American idol has x-factor
RORY McILROY probably would forget a runner-up finish in a far-flung event like the Kolon Korea Open quicker than he'd be able to spend the modest $81,662 cheque he picked up in Seoul.
Yet Sunday's second place, six strokes behind Rickie Fowler at Woo Jeong Hills, is one the Holywood star might come to regard almost as significant a watershed in his own career as it is for the man who beat him.
Like McIlroy, Fowler is a gifted 22-year-old golfer with the weight of a continent's expectations bearing down on him. His maiden victory, after just over two years as a professional, represents a rite of passage for the young Californian.
Having won in the company of Major champions like McIlroy and 2009 US PGA winner YE Yang, albeit in Korea, Fowler on Sunday took one giant step closer to fulfilling his potential.
He and McIlroy are good friends but their development into lifelong rivals, hopefully as inspirational to each other as Palmer and Nicklaus or Nicklaus and Watson, will be vital to the future well-being of their sport.
With every respect to master craftsmen like Luke Donald and Lee Westwood, neither they nor recent Major winners like Martin Kaymer, Louis Oosthuizen or even Charl Schwartzel, have the charisma to reignite the torch dropped by Tiger Woods.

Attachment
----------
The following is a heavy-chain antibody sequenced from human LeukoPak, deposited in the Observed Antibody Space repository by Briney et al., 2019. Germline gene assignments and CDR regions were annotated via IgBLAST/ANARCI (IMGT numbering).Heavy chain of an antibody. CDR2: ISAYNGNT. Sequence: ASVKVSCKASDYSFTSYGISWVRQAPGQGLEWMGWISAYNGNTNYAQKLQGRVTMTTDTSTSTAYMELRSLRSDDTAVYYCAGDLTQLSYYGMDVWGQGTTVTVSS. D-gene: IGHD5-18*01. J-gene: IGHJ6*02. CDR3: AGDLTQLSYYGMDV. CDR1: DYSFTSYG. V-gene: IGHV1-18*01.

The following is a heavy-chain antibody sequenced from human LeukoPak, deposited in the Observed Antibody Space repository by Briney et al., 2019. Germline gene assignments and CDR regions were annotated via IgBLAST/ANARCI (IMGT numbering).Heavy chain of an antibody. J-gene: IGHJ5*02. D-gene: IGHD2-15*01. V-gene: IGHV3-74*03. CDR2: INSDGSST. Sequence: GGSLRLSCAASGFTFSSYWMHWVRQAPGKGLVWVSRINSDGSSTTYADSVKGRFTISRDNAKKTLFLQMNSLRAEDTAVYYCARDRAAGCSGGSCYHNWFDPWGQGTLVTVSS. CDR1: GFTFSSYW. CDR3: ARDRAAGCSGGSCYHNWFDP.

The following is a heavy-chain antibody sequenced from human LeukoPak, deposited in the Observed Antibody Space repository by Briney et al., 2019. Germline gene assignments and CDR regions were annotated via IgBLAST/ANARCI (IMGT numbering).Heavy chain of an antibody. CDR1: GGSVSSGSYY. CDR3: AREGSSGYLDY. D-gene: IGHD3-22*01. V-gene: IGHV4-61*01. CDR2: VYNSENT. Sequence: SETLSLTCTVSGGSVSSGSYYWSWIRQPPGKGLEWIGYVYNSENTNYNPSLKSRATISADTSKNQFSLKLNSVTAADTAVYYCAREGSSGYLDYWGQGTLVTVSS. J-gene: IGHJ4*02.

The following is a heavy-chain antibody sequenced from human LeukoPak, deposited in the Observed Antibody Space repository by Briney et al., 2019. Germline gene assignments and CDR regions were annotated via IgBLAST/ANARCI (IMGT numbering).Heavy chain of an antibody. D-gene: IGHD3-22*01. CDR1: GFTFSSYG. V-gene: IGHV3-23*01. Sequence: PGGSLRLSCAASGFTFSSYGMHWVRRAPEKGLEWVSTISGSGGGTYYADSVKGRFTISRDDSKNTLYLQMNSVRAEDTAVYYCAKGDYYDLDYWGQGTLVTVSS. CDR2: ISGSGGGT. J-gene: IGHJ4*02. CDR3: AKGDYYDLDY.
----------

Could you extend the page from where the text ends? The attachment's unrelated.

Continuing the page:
McIlroy's thrilling march to victory at June's US Open in Congressional showed he has that X-Factor. It's only a matter of time before the Ulsterman acquires the maturity and mental toughness to become one of golf's men for all seasons.
Fowler stayed at college in Oklahoma and in amateur golf two years longer than McIlroy, electing instead to represent the US for a second time at the Walker Cup in 2009, so his battle-hardening has been correspondingly slower.
Yet so impressive was Fowler as he stormed into sudden death in only his second PGA Tour event, the 2009 Frys.com Open, then followed that up with runner-up finishes at Phoenix and the Memorial in 2010, he was named US Rookie of the Year, controversially at the expense of Quail Hollow-winner McIlroy.
Certainly, Fowler was magnificent as a captain's pick at last year's Ryder Cup, especially on Sunday at Celtic Manor as he came from four down through 12 and three down with three to play to plunder a fighting half from Edoardo Molinari with a swashbuckling four-birdie finish.
Even more striking was his performance on Saturday at Royal St George's last July, when Fowler utterly eclipsed playing companion McIlroy by five strokes as he compiled an astonishing 68, arguably the best round of the British Open, in truly appalling conditions.
Fowler finished tied-fifth at Sandwich and now that he knows how to win, one awaits with bated breath next April's confrontation with McIlroy at The Masters.
Yes, we were all on the edge of our seats watching the polished and unflappable Bryce Molder (32) become the 14th first-time winner on the PGA Tour this season as he eclipsed brave Briny Baird on the sixth extra hole at Sunday's Frys.com Open.
Baird (39) has now gone 348 events on the PGA Tour without a victory. With a staggering $12.5m prize-money won in 11 years, he remains the highest-earning, non-winner on the US circuit, just ahead of Brett Quigley ($11m) and England's Brian Davis, who has amassed $9.3m since 2005.
Though Fowler's success was far removed from Molder's in dollars and raw prestige, one expects this gifted young man's coming of age will be of greater significance to the future of golf.